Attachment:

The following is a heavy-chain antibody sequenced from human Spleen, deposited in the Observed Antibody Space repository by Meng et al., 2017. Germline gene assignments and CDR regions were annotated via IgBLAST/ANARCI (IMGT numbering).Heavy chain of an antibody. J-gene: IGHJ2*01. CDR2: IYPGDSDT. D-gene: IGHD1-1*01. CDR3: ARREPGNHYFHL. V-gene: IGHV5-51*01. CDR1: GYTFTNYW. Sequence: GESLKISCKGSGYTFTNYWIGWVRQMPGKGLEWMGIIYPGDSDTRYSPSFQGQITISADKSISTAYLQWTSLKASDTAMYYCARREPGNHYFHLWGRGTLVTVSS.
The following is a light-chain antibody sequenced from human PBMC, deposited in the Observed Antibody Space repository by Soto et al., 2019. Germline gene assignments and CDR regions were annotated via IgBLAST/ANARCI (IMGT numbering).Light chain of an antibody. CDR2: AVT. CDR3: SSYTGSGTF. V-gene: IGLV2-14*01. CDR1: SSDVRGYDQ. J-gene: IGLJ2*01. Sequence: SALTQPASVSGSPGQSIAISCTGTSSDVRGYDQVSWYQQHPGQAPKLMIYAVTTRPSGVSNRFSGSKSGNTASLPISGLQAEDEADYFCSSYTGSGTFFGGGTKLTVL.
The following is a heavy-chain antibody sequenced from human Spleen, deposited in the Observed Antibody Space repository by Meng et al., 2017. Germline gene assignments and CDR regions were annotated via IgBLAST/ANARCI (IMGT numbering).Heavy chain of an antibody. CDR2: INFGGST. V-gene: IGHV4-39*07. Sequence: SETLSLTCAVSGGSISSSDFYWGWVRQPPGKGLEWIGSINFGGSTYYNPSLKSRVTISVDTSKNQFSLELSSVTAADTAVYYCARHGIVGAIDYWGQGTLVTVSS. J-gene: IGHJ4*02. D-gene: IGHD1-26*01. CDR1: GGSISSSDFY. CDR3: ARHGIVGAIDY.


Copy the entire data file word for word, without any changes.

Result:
The following is a heavy-chain antibody sequenced from human Spleen, deposited in the Observed Antibody Space repository by Meng et al., 2017. Germline gene assignments and CDR regions were annotated via IgBLAST/ANARCI (IMGT numbering).Heavy chain of an antibody. J-gene: IGHJ2*01. CDR2: IYPGDSDT. D-gene: IGHD1-1*01. CDR3: ARREPGNHYFHL. V-gene: IGHV5-51*01. CDR1: GYTFTNYW. Sequence: GESLKISCKGSGYTFTNYWIGWVRQMPGKGLEWMGIIYPGDSDTRYSPSFQGQITISADKSISTAYLQWTSLKASDTAMYYCARREPGNHYFHLWGRGTLVTVSS.
The following is a light-chain antibody sequenced from human PBMC, deposited in the Observed Antibody Space repository by Soto et al., 2019. Germline gene assignments and CDR regions were annotated via IgBLAST/ANARCI (IMGT numbering).Light chain of an antibody. CDR2: AVT. CDR3: SSYTGSGTF. V-gene: IGLV2-14*01. CDR1: SSDVRGYDQ. J-gene: IGLJ2*01. Sequence: SALTQPASVSGSPGQSIAISCTGTSSDVRGYDQVSWYQQHPGQAPKLMIYAVTTRPSGVSNRFSGSKSGNTASLPISGLQAEDEADYFCSSYTGSGTFFGGGTKLTVL.
The following is a heavy-chain antibody sequenced from human Spleen, deposited in the Observed Antibody Space repository by Meng et al., 2017. Germline gene assignments and CDR regions were annotated via IgBLAST/ANARCI (IMGT numbering).Heavy chain of an antibody. CDR2: INFGGST. V-gene: IGHV4-39*07. Sequence: SETLSLTCAVSGGSISSSDFYWGWVRQPPGKGLEWIGSINFGGSTYYNPSLKSRVTISVDTSKNQFSLELSSVTAADTAVYYCARHGIVGAIDYWGQGTLVTVSS. J-gene: IGHJ4*02. D-gene: IGHD1-26*01. CDR1: GGSISSSDFY. CDR3: ARHGIVGAIDY.